Israel says it has hit more than 400 targets in Gaza since end of truce with Hamas
Updated December 2, 2023 at 12:10 PM ET
TEL AVIV, Israel — The Israeli military says it attacked more than 400 targets throughout Gaza in the 24 hours since the end of a week-long cease-fire with Hamas sparked a resumption of combat operations.
The Israel Defense Forces released video and photos of Israeli soldiers conducting ground operations and aerial footage showing airstrikes on buildings and infrastructure. One video, that appeared to target a human figure walking in a street, was described by the IDF as "a strike on terrorists" in western Jabalia, an area in Gaza's north.
In a statement, the IDF said that air force fighter jets had struck more than 50 targets around Khan Younis, a city in the southern part of the Gaza Strip.
The heavy bombardment and ground operations across Gaza killed nearly 200 Palestinians and wounded hundreds more in the first day of resumed fighting, according to the Health Ministry in Hamas-controlled Gaza.
The temporary truce that collapsed early Friday followed seven weeks of fighting in Gaza sparked by simultaneous attacks on southern Israel by Hamas militants on Oct. 7. The attacks killed 1,200 people, Israel says. The militants also seized around 240 captives, more than 100 of whom were subsequently freed in a series of hostages-for-prisoners swaps during the cease-fire. Israel released nearly 250 Palestinian prisoners and detainees as part of the deal.
VP Harris says Israel "must do more to protect innocent civilians"
Vice President Harris told reporters on Saturday that Israel must do more to protect civilians in Gaza. Speaking in Dubai, the site of the COP28 climate summit, She said Israel had a right to "eliminate the threat of Hamas" after the Oct. 7 attack, but she emphasized that "it matters how."
"Too many innocent Palestinians have been killed. Frankly, the scale of civilian suffering and the images and videos coming from Gaza are devastating," she said.
"We believe Israel must do more to protect innocent civilians," Harris said.
Israel pulls back from cease-fire talks in Qatar
The pause in fighting and exchange of captives — an agreement originally slated to last four days — was extended another three days to facilitate more hostages-for-prisoners swaps.
Earlier this week, CIA Director William Burns and David Barnea, the chief of Israel's spy agency, Mossad, held talks with Egypt Intelligence Minister Gen. Abbas Kamel and Qatari Prime Minister Mohammed bin Abdulrahman bin Jassim Al Thani in Qatar on the possibility of further extending the cease-fire.
There was some hope that the deal could be revived even after the resumption of hostilities in Gaza.
However, on Saturday, the office of Israeli Prime Minister Benjamin Netanyahu issued a statement saying that Barnea had "ordered his team in Doha to return to Israel." It added that Hamas "did not fulfill its part of the agreement, which included the release of all children and women according to a list that was forwarded to Hamas and approved by it."
"The head of the Mossad thanks the head of the CIA, the Egyptian Minister of Intelligence and the Prime Minister of Qatar for their partnership in the tremendous mediation efforts that led to the release of 84 children and women from the Gaza Strip in addition to 24 foreign citizens," the statement said.
Harris declined to comment on details of talks to free more hostages.
Israel has notified at least five Israeli families that their loved ones taken hostage by Hamas are no longer alive. More than 100 others remain in captivity, according to Israel's military.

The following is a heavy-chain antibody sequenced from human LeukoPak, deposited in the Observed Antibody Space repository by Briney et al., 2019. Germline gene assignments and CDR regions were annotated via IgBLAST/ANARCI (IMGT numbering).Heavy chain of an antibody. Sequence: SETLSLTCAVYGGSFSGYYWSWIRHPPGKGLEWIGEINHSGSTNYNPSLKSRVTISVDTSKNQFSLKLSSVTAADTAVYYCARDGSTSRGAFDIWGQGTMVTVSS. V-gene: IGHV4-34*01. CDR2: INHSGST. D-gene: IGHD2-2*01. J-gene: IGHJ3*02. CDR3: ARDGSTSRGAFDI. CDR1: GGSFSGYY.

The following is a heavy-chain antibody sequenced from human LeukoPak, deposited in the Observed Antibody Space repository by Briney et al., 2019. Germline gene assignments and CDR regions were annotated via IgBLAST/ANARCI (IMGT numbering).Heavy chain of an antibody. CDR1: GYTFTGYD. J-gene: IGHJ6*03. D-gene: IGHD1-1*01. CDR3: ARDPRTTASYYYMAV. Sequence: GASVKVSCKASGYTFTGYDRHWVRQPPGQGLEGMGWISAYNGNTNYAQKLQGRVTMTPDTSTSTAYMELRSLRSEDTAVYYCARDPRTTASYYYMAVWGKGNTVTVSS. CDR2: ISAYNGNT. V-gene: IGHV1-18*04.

Fewer aid trucks enter Gaza after truce collapses
A United Nations official tells NPR that about 50 aid trucks managed to enter Gaza via a border crossing with Egypt and were waiting to be unloaded Saturday morning. However, the vehicles did not reach Gaza's hardest-hit north. The number of trucks delivering aid on Friday was also far fewer than the around 200 per day during the week-long pause in fighting — a number that relief officials have said is far too small to meet the needs of Gaza's 2.2 million people.
Even so, a senior official of the U.N. Office for the Coordination of Humanitarian Affairs (OCHA) said the cease-fire "offered a glimpse of what can happen when the guns fall silent."
"We need to maintain – and build on – the progress in aid delivery," Martin Griffiths, OCHA's under-secretary-general for humanitarian affairs and emergency relief coordinator, said. "We need civilians and the life-sustaining infrastructure they rely on to be protected. We need the remaining hostages to be released immediately and unconditionally. We need a humanitarian ceasefire. We need the fighting to stop."
Israel won't renew top U.N. aid official's visa
Amid what international groups have described as a growing humanitarian crisis in besieged Gaza, Israel says it will not renew the visa of the top U.N. aid official for the Palestinian territories.
Nearly three years ago, Canadian-born Lynn Hastings was named deputy special envoy for the Middle East peace process and the resident coordinator for the West Bank and Gaza Strip.
But a spokesman for U.N. Secretary-General António Guterres said on Friday that the U.N. had been informed by Israeli authorities "that they would not renew the visa of Miss Hastings past its due date at some point later this month," according to Israeli media.
In a statement to NPR, Israel's foreign ministry confirmed that Hastings' visa would not be renewed. Citing what it calls the U.N.'s "one-sided and biased attitude" in the conflict in Gaza, the foreign ministry said it had decided "not to automatically approve the granting of visas to U.N. representatives in Israel and to examine each case individually."
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